According to the Savannah River Ecology Laboratory, alligators use a complex series of underwater bellows, sighs, grunts and other vocalizations to attract mates. Before mating, female alligators prepare soft nests of sticks and vegetation. Each female lays 30 to 50 eggs, deposits them in the nest and guards them during the 65-day incubation period.
According to Wired Science News, the alligator mating ritual is often called "water dancing." The animals' underwater mating bellows are so forceful and low that they cause water droplets to fly up into the air, attracting potential mates. Alligators also use these noises to establish territorial dominance and intimidate other animals.
Juvenile alligators also communicate with high-pitched vocalizations. They use them to alert their mothers that they need attention or that there is a predator nearby. Juvenile bellows also alert a mother that one of her eggs has hatched. When she hears the bellow of her tiny hatchling, the mother races to the nest, scoops the baby up in her mouth and carries it into the water with her. According to Texas Parks and Wildlife, baby alligators remain close to their mothers for roughly two years.
Many animal species communicate with vocalizations. Alligators are unique among them because these reptiles lack vocal folds. All alligator bellows and coughs are made by gulping air and releasing it in a pressurized stream.Learn More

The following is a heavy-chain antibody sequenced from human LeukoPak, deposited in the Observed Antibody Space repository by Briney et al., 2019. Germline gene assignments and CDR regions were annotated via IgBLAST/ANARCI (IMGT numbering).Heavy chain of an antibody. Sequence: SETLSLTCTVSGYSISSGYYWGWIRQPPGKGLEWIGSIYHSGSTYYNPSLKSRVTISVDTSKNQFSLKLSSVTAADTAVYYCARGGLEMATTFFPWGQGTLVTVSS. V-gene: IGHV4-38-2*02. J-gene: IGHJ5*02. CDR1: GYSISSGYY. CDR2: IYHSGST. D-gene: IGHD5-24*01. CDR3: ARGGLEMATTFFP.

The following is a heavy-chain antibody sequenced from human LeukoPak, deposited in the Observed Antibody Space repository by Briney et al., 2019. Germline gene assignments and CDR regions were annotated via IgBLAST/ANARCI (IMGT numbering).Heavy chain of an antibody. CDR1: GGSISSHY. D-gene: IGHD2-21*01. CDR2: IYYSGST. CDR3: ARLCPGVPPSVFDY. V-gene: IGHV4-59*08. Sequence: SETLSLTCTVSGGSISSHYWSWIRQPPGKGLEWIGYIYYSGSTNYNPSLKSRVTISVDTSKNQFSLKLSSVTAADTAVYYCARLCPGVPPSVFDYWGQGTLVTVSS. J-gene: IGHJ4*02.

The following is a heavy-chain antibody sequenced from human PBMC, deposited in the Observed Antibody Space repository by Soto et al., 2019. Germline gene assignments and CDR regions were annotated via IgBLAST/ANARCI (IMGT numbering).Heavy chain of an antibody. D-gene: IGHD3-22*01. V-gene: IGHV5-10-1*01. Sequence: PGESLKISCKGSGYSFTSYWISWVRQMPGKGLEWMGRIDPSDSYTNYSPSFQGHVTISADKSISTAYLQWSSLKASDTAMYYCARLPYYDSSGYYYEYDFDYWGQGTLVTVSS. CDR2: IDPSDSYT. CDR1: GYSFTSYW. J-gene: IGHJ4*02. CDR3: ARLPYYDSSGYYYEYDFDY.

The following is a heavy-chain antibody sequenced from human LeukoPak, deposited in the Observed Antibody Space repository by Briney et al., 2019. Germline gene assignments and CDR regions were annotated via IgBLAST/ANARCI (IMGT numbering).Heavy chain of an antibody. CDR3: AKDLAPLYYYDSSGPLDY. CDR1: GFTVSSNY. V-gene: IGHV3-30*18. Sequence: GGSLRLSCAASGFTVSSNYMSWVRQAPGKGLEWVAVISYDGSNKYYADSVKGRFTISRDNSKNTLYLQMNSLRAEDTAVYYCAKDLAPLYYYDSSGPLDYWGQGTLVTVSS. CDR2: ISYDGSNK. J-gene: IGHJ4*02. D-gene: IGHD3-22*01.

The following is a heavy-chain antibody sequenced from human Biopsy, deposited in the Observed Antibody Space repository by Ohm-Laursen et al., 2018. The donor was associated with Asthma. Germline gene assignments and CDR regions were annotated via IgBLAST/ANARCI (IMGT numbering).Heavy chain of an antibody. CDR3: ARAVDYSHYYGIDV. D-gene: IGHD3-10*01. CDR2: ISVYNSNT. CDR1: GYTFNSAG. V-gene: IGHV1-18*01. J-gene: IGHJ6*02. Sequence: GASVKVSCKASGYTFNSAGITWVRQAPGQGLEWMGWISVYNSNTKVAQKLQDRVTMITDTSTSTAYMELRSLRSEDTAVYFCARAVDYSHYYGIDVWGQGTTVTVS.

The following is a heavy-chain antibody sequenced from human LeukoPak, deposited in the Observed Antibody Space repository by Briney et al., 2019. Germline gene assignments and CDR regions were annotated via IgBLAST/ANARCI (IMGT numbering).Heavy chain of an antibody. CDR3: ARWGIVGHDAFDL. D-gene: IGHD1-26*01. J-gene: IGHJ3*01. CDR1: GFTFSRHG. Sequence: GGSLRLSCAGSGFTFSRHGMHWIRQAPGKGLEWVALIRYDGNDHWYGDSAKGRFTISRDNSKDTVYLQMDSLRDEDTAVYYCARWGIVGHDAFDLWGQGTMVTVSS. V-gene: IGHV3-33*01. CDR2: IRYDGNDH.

According to LiveScience, American alligators can live up to 50 years in the wild. The American alligator can grow to lengths of up to 20 feet and weigh up to 1,000 pounds. On average, male alligators reach 11 feet, while females approach 8 feet.Full Answer >
Alligators are apex predators and fear no other animal within their ecosystem, although they are known to be timid around humans. This fear is beneficial for both species and is one reason why humans should not feed alligators, as they may begin to associate humans with food.Full Answer >
Alligators communicate with one another by emitting deep, loud roaring sounds that travel as far as 165 yards. When alligators are courting, they release purring coughs, referred to as chumpfs. Baby alligators begin communicating with their mothers while they are still inside their eggs by emitting shrill whining noises to announce their arrival when they are preparing to hatch.Full Answer >
According to LiveScience, the only natural enemies of alligators 4 feet or larger are other alligators. Before reaching this size, young alligators are preyed upon by raccoons, bobcats and wading birds, among other animals. Human-related activities, such as poaching and territorial encroachment, remain threats.Full Answer >